SPRINGERLE COOKIES

For a little tutorial on painting the cookies, visit my youtube channel here.

Baking Springerle turned into an annual tradition for me. I love the slow pace, the patience involved. The dough takes a bit of time to put together, whisking the eggs to achieve maximum volume, slowly incorporating flour, then rolling, pressing the molds, and letting the cut cookies sit and dry for a couple of days before baking them. In gentle heat, so they never get dark. For my default recipe and to learn a little more about these delicate cookies, click here . And now let me share some of the biscuits I made this past holiday season.

My recipe starts with 3 eggs, and that makes a large enough batch for about 30 cookies, although of course it depends on their size. Once they are baked and cold, it is time to paint them…

My favorite method is mixing luster powder with alcohol, either vodka or everclear. Vodka dries a little slower, so it is more forgiving to use. This year I got to play with a new color, called Mermaid (featured in my recent In My Kitchen post).

The same design will look quite different depending on the color scheme you choose.

One of my favorite shapes is the Flower Staff mold because is is so unusual…

You can see it better here, next to another favorite of mine, a special mold I received as a gift years ago…

In every batch I like to mix some modern shapes with the classics, because they can be fun too…

Here they are, sitting in the sun on a winter day…

Springerle is perfect to bake romantic, flowery motifs… Think Valentine’s!

The Flower Staff in a more subtle coloring…

Finally, a very special mold, the center one below, a gift from Phil. It is not easy to find molds made from real wood, those are pretty much antiques. He managed to find one, and it is so so beautiful, the intricate details… I love it!

Painting Springerle is one of the most relaxing activities…

Traditionally these cookies are flavored with anise oil, which for some is not a very pleasant flavor. If you like the overall look but prefer a different flavor, orange oil is a great alternative.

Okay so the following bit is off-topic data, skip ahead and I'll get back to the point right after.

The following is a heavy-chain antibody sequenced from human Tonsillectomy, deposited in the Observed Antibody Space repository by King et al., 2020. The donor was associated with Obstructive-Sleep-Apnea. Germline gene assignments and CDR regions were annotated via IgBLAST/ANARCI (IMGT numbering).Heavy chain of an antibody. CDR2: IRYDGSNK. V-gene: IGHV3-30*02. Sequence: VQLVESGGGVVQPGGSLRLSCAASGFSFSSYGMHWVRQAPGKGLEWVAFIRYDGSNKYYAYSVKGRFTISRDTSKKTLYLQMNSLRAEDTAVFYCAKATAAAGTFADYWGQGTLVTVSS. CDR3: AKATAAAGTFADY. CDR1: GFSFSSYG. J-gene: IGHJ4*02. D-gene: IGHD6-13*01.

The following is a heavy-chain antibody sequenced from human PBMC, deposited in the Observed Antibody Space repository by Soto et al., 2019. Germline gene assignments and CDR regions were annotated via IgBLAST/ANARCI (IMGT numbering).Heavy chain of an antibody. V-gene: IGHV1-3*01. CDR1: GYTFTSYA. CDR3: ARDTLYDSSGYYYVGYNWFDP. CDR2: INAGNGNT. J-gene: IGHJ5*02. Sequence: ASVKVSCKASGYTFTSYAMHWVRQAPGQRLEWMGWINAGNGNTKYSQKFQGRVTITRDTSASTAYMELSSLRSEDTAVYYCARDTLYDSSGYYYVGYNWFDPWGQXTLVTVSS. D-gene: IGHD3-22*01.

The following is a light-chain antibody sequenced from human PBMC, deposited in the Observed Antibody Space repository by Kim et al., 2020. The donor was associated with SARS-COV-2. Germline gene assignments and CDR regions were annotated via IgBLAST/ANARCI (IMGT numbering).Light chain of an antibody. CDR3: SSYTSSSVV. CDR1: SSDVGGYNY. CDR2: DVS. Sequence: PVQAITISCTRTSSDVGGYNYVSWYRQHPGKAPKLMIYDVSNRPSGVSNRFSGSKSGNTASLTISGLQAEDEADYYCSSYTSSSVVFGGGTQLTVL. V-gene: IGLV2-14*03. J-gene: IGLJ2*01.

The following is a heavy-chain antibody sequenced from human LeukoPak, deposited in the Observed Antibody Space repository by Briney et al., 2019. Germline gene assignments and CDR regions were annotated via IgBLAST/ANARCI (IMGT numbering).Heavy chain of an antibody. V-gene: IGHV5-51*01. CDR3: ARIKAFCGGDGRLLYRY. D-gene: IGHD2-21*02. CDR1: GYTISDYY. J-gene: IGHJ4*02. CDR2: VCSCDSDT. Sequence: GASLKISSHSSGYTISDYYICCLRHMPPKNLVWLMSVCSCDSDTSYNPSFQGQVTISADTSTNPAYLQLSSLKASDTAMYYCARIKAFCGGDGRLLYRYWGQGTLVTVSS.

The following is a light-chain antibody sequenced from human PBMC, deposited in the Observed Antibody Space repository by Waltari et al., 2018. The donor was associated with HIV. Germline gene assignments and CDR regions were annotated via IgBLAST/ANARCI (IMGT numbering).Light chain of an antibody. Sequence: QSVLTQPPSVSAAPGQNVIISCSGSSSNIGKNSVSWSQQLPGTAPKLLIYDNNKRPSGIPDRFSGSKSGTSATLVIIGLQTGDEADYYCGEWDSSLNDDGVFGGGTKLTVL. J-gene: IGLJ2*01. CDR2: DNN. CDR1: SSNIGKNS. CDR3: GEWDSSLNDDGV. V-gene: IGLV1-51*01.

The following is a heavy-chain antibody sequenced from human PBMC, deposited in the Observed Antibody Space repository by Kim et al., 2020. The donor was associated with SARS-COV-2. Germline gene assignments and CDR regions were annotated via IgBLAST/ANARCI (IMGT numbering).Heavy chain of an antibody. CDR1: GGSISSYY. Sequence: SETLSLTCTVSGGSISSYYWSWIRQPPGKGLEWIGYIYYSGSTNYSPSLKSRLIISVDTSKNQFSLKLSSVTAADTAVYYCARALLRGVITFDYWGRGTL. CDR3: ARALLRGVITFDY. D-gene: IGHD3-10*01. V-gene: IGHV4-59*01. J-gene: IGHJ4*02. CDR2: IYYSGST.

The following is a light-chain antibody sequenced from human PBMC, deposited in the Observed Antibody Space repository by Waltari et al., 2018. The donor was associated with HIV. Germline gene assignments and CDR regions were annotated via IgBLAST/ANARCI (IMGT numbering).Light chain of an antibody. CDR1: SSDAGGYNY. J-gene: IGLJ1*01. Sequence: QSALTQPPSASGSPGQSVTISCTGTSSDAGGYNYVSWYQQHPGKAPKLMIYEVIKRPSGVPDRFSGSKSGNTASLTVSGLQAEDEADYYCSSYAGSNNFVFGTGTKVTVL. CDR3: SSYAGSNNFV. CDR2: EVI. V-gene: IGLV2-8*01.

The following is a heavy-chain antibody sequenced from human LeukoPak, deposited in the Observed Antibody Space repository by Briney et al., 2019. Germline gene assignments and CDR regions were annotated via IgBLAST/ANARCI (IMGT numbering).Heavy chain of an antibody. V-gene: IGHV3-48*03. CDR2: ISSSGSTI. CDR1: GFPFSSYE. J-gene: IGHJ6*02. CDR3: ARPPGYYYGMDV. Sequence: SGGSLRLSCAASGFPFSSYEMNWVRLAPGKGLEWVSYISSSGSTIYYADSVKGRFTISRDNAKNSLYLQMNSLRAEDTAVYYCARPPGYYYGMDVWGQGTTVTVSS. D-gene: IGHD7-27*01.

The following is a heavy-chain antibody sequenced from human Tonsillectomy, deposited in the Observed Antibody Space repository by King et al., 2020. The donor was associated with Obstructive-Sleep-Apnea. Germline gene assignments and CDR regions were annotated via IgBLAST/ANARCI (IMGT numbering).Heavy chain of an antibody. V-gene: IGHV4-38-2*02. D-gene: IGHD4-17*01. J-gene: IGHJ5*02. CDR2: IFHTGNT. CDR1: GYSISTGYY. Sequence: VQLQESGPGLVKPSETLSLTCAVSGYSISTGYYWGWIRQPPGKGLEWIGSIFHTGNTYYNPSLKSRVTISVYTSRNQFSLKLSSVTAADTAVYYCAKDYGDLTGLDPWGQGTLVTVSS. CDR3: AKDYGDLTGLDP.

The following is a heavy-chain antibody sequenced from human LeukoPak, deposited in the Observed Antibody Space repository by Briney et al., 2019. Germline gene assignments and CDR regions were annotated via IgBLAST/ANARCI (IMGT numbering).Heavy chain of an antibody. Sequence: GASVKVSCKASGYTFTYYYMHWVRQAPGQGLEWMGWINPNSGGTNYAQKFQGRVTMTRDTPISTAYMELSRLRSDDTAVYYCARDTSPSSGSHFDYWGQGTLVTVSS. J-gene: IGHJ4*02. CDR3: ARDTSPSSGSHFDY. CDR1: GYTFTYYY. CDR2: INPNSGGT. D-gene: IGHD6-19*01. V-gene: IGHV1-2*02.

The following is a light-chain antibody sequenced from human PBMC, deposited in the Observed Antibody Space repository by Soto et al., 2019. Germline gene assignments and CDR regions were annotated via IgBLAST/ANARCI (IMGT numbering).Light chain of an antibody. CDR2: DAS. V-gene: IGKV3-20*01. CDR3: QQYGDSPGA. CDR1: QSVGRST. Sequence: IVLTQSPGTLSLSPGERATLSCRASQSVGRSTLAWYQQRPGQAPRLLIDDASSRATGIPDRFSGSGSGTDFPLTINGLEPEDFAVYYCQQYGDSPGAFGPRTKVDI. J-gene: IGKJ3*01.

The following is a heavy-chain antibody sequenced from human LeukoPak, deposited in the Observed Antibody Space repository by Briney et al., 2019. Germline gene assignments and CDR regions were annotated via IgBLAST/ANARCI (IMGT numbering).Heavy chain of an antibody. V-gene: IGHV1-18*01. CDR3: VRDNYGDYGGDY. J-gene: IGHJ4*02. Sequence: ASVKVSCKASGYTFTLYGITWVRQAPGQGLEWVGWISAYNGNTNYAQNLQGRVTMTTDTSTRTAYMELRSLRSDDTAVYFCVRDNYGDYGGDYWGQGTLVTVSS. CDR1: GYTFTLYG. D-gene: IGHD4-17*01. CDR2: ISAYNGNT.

4 thoughts on “SPRINGERLE COOKIES

  1. Frenchcreek Baker January 10, 2022 / 12:42 am

    Oh what a glorious collection of springerle!

    And I enjoyed the accompanying YouTube. You are so reassuring.

    I like the Mermaid color. And the Pearl really pops.

    I was wondering where you found the mold you used the Mermaid color on?

    And is the recipe you used on the Facebook Springerle Appreciation group files? Your impressions are so nice and sharp.

    Happy New Year With Cookie Love

    Like

    • sallybr January 10, 2022 / 7:36 am

      The recipe I used is in the link I included, first paragraph – pretty much House on the Hill recipe, but I scale it down. That particular mold is very old, I’ve had it for many years and was an ebay find, could not find it anymore for you… SORRY! As to the impressions staying, I think that having enough flour (tricky because if you add too much it compromises the texture of the dough) and let it dry for 48 hours, they tend to stay pretty well..

      So glad you enjoyed the post! It is one of the best examples of cookies that do not need icing! 😉

      Like

  2. Virginia Reyes Kramer January 10, 2022 / 10:13 am

    I LOVE, LOVE, LOVE your Springerle Cookies! The molds are so beautiful and your painting of
    each cookie is just exquisite. So soothing to look at!

    Liked by 1 person

    • sallybr January 10, 2022 / 7:34 pm

      so glad you enjoy this post! as you know, I love doing those, and should have baked more this past year, but not sure why, it just did not happen…. there is always 2022 to compensate!

      Like

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